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December 10, 2019

Gabe Kapler

San Diego, California

Q. We just got the news about half an hour ago. What is it that you like about each of the two veterans that you've acquired, one who's coming off a serious injury, the other who's coming off a down year?
GABE KAPLER: We'll start with Kevin, and I think the work that he did in the Cincinnati bullpen was exciting to all of us. Specifically, he brought back his slider, but he really started to execute his fastball and attacked the strike zone and just had success that was -- and the other thing that I thought stood out was how much good, positive feedback he got from other people in the industry when we did some work on him and learned about not just his talent, but his character and what he was going to bring to the club house. So that's on Kevin.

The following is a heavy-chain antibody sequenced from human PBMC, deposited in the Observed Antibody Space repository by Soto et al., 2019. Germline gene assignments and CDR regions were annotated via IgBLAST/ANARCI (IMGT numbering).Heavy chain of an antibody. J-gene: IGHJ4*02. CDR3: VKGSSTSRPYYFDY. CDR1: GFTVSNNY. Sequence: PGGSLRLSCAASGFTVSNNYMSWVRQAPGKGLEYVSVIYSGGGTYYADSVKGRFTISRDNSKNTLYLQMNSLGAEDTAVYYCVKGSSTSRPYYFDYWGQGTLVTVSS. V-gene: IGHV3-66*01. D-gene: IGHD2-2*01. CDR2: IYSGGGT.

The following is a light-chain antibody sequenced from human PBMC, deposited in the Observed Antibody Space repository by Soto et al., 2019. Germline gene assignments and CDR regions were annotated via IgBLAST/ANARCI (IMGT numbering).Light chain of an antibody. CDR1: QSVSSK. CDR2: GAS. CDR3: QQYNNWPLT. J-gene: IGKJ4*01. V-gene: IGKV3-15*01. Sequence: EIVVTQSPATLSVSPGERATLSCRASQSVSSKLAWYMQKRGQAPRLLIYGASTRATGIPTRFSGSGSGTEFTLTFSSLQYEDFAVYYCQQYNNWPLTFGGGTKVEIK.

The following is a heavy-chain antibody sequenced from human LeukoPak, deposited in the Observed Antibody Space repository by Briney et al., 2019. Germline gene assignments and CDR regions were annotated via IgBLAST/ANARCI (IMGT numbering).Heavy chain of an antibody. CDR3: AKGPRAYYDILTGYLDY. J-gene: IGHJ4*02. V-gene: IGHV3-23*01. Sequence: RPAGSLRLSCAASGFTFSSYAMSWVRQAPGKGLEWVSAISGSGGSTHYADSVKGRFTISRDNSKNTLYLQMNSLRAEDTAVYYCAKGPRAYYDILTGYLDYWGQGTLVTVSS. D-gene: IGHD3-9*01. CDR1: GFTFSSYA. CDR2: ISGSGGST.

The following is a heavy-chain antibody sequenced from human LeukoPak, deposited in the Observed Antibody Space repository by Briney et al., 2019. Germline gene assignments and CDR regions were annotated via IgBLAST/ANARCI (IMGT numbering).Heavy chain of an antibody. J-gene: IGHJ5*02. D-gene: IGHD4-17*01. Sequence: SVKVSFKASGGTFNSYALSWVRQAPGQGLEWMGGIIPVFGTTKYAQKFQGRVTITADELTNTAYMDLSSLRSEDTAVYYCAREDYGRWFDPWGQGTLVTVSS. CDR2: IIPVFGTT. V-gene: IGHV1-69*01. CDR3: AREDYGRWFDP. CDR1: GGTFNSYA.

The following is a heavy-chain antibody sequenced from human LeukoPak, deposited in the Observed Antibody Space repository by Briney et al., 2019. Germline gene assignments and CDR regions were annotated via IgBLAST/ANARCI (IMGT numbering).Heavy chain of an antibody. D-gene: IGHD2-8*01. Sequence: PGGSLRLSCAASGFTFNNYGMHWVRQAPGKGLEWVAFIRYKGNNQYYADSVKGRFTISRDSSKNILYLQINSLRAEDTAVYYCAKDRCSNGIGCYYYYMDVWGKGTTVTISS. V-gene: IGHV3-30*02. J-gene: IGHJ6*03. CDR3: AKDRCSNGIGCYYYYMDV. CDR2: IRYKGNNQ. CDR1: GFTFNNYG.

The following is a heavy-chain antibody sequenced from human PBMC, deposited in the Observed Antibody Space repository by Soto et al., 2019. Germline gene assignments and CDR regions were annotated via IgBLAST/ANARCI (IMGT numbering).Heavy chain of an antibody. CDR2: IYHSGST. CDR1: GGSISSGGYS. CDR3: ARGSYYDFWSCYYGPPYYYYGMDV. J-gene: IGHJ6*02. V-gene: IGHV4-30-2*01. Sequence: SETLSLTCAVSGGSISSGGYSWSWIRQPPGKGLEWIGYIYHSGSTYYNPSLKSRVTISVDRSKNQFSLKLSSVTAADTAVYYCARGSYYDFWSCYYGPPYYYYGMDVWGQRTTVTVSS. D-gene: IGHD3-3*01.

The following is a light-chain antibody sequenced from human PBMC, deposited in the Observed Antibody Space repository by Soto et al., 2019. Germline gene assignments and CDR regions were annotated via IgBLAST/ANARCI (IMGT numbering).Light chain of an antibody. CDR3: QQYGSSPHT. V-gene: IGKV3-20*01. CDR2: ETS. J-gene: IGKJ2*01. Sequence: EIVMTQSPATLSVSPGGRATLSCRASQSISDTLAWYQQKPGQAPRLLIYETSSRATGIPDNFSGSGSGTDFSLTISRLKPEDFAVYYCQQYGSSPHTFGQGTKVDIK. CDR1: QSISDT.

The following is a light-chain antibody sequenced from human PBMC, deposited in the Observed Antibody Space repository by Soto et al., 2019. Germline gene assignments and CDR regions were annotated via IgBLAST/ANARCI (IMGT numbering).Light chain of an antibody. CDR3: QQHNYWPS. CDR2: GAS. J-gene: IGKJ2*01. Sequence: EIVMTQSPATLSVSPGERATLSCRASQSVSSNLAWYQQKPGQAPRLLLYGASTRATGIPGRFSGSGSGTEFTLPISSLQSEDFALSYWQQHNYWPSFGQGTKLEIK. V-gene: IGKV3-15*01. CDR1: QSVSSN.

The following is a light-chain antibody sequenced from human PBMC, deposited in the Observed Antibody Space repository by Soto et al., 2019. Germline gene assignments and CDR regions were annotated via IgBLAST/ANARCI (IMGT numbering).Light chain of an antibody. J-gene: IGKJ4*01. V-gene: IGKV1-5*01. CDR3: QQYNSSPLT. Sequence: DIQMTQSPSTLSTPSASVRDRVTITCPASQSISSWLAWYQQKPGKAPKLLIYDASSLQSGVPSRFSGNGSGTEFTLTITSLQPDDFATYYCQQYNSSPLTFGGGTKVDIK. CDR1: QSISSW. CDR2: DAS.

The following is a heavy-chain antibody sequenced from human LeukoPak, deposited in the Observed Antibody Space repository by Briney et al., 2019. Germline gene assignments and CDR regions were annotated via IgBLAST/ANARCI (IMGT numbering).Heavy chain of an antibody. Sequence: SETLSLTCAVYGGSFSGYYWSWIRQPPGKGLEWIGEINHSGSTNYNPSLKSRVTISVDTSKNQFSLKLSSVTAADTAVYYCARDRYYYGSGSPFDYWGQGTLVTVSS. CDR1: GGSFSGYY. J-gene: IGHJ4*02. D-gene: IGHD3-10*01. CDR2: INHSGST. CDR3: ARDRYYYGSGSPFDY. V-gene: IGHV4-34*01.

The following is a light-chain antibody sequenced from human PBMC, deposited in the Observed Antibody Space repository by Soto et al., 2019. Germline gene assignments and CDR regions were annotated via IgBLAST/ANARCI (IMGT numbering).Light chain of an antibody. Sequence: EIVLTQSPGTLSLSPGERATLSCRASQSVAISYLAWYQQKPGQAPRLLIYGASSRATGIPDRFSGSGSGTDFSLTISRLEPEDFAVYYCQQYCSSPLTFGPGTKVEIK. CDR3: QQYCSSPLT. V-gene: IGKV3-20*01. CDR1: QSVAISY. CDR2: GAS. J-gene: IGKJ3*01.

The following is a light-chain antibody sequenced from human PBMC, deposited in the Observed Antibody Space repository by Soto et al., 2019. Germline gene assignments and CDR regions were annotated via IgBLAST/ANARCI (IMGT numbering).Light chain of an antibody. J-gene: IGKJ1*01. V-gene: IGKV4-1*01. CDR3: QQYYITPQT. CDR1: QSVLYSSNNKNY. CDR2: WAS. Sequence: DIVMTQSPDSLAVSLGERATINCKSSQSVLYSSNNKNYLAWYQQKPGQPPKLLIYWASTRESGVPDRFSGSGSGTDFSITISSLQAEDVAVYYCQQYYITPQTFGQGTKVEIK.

Then on Zack, really good defender, a guy who I had a conversation with him five minutes ago or so, or right before I did a previous interview, and I think every player wants to show that they're healthy and they want to show that, when they are healthy, they can be productive and are capable of doing great things.

I know he's happy to be back in the National League. I think he appreciates that style of play. I think he's just anxious to prove that he has a lot of good baseball left in him. What I shared with him is I'm anxious to see it.

Q. How are you using both of them? Is Gausman going to be throwing in the bullpen?